On Sundays our whole family of six walked to the large brown church a few blocks away from our house on Neland Avenue. That was the church of our growing up as children—my two sisters, brother, and I. There we learned the denominational doctrines in catechism, endured services that stretched a young boy’s patience to unholy extremities, and made profession of faith in our Lord and Savior, Jesus Christ. It was a brick building of weighty memories, and it rooted one’s faith deep in the soil of Biblical teaching.
It was also, for all its virtue and profundity of doctrine, a ponderous church. Not too long ago, on a weekday, I found myself, by no clear decision that I can remember, driving out of my way and turning into the parking lot of that church. A few minor amenities had been added. Fancy glass doors replaced the heavy oak ones on an expanded narthex, that sort of thing. I crept in a side door, one I remembered running out of after Wednesday catechisms hoping I would get home in time to get in a baseball game or shoot some baskets before dinner.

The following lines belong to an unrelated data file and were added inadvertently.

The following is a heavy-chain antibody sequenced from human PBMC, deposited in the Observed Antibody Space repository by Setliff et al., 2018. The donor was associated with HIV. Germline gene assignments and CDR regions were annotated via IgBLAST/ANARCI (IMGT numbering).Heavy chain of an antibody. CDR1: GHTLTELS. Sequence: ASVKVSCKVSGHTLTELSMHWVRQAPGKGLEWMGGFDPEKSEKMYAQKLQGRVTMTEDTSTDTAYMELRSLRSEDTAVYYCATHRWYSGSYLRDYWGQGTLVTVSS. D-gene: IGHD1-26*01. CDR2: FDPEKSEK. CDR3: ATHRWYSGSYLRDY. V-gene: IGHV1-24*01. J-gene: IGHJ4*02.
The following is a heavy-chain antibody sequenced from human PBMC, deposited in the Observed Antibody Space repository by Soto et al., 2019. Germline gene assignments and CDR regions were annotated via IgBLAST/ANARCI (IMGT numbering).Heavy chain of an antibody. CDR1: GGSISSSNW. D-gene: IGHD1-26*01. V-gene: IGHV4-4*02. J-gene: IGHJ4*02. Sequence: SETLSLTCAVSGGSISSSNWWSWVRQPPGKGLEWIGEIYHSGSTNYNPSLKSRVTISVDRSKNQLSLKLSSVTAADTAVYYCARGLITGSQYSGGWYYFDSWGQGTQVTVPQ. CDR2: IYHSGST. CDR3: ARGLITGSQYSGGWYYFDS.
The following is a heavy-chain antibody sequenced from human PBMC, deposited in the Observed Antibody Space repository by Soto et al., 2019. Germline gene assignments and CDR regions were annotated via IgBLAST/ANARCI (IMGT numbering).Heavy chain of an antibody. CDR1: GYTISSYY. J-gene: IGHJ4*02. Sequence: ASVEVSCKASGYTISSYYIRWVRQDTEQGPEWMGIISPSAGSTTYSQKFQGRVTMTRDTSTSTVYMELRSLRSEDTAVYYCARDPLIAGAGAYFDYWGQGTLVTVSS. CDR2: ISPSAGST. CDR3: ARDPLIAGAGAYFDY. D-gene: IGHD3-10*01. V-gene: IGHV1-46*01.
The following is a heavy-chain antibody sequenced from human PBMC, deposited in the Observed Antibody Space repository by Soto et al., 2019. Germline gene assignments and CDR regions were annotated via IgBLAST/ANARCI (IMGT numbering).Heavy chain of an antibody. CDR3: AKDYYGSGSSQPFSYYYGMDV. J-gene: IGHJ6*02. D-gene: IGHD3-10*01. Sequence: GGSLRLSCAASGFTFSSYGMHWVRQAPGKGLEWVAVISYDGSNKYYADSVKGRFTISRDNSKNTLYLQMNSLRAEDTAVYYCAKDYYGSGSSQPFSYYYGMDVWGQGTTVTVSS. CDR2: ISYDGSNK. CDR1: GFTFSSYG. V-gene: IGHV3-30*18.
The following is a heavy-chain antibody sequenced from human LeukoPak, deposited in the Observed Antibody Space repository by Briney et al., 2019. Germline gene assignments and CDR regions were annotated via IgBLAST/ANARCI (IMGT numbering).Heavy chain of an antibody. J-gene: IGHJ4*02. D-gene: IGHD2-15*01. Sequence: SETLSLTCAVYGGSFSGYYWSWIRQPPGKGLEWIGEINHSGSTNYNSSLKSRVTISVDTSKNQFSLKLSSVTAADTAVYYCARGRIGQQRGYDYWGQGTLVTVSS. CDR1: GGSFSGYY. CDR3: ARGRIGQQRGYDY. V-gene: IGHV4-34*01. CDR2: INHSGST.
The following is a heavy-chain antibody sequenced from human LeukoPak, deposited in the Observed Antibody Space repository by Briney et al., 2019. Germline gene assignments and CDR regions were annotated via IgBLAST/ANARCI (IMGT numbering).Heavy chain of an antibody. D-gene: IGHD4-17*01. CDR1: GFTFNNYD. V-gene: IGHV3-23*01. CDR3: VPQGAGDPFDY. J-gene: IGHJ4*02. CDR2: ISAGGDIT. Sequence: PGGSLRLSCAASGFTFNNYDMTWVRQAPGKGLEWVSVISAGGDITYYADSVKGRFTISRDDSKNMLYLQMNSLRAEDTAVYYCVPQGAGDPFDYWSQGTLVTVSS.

The narrow, dark hallway confuses me. A state-mandated elevator had been added, disorienting me slightly from expectations. I found my way to the door leading to the sanctuary.
Here nothing had changed.
Tentatively, I climbed the steps to the chancel—the better to see the sanctuary, I told myself. And I could see it all. I flashed back all those years. I found the spot where we usually sat, way back in that hot, stuffy alcove under the balcony. The church was always hot. During the sweltering summer days no breeze touched the alcove through open windows. In winter, the janitor jacked up the boiler, trapping heat there like an incubator.